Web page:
Monday, February 19, 2007

Driving Performance

- a conservative conspiracy in Detroit
My latest "Speculator Column" from
Investor Relations magazine

The New Year is not just a time for making Resolutions on the lines "Aggh, I'll never mix rum and champagne again." It is also a time to look back so that we can inform our future through the lessons of the past.

As the old year shuffled off two of the free market's biggest proponents resurfaced when British Prime Minister Margaret Thatcher praised her recently dead chum Augusto Pinochet, self appointed President of Chile.

These two were of course the grand panjandrums of privatization, Pinochet famously privatized the Chilean pension system and Thatcher, in the oft-repeated erroneous words of the New York Times, "privatized the loss making state industries."
But Pinochet's military and police resolutely refused to have their own pension schemes privatized, which, since they were running the country which could have been taken as a wink and nudge by the wise. And most of the state owned industries that Thatcher sold were making huge profits, which is why everyone was so eager to buy them. In those days, BP, originally nationalized by that firebrand socialist Winston Churchill, not only made big money for the British Treasury, it did so without blowing up Texas and leaking on Alaska.

The afterlives of the biggest projects of Thatcher and Pinochet also returned for a quick haunt at the end of the year.

First, the New York Times had an editorial warning that the Chile's pension schemes were facing disaster, because half or more of them could not promise their prospective pensioners even the minimum living standards.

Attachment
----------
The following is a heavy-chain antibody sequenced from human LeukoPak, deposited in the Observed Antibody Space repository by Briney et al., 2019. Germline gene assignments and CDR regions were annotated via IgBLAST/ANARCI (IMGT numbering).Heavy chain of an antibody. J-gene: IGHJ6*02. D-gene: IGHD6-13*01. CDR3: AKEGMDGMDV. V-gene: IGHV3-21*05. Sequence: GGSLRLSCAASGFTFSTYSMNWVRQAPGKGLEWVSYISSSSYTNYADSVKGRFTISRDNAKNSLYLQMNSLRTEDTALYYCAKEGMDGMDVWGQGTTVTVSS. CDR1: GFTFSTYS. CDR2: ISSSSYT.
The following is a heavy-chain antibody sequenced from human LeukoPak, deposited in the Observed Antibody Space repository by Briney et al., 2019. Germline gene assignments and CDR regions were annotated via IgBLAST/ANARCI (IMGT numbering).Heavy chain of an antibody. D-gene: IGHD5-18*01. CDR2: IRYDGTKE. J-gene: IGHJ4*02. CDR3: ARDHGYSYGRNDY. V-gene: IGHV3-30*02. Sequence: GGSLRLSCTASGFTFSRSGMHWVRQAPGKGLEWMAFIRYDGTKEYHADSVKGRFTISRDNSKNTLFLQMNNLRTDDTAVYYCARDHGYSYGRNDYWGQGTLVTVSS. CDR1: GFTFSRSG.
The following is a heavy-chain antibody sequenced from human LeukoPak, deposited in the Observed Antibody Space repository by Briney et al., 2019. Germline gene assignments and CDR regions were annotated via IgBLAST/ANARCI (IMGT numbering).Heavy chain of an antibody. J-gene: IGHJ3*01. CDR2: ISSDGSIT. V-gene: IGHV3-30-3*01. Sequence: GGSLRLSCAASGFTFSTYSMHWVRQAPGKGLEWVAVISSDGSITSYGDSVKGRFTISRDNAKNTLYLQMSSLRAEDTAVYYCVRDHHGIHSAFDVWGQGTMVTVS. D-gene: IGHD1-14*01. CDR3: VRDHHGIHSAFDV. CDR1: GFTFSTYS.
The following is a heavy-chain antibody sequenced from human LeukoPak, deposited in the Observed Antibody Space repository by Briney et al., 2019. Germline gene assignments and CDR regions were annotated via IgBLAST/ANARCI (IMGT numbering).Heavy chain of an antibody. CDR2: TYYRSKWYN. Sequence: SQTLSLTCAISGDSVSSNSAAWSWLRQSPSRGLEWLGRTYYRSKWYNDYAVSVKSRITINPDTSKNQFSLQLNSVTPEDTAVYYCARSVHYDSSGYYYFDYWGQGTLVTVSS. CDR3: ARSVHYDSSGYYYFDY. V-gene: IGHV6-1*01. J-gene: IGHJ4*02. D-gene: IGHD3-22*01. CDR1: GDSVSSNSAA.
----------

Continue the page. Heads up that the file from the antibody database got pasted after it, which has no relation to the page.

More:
Across the Atlantic, the UK's staunchly conservative Daily Telegraph lamented how business investment in Britain was at risk because of the poor state of British utilities: electricity, gas, telephone and water connections were inefficient, businessmen complained. The Telegraph did not mention that these were the first industries that Mrs T had privatized, nor that they were now celebrating their first quarter century of profit-taking lack of infrastructural investment.

But she was never the free market ideologue that was claimed. Rather she was a ruthless and accomplished politician who was trying to lock in her party's victory. By selling deeply discounted shares in state industries to consumers, and selling off municipal housing to its tenants, she raised a pot of capital that let her hold off on tax increases-and, she hoped, created a whole constituency of anti-socialist working class voters.

Selling off the state industries was a move to break the power of the unions, because, not only were they a source of opposition, which she never took kindly to, but because they bankrolled the Labour Party, which she wanted to cripple.

Of course, in the US, the strongest unions in the private sector are the autoworkers, who fund the Democrats. One can only speculate, but is it possible that long term GOP coddling of the big three in Detroit has a similar agenda inspired by Thatcher's example?

By giving huge tax breaks to Detroit to build gas-guzzling SUV's, they have been locked immovably into heavy capital investment in truck-beds that have all the commercial future of a dinosaur squinting at a plummeting meteor. Any analyst can see where fuel prices were going, but Congress has held back on any stringent MPG restrictions. Foreign car makers, where the unions do not have a stranglehold, are coming into the US and making smaller, more efficient and sellable vehicles.

Could the misguiding coddling of Detroit be intended to lead to the US auto industry to auto destruct, taking with it the UAW funding for the Democrats?

Not for reproduction without permission from Cross Border Publications

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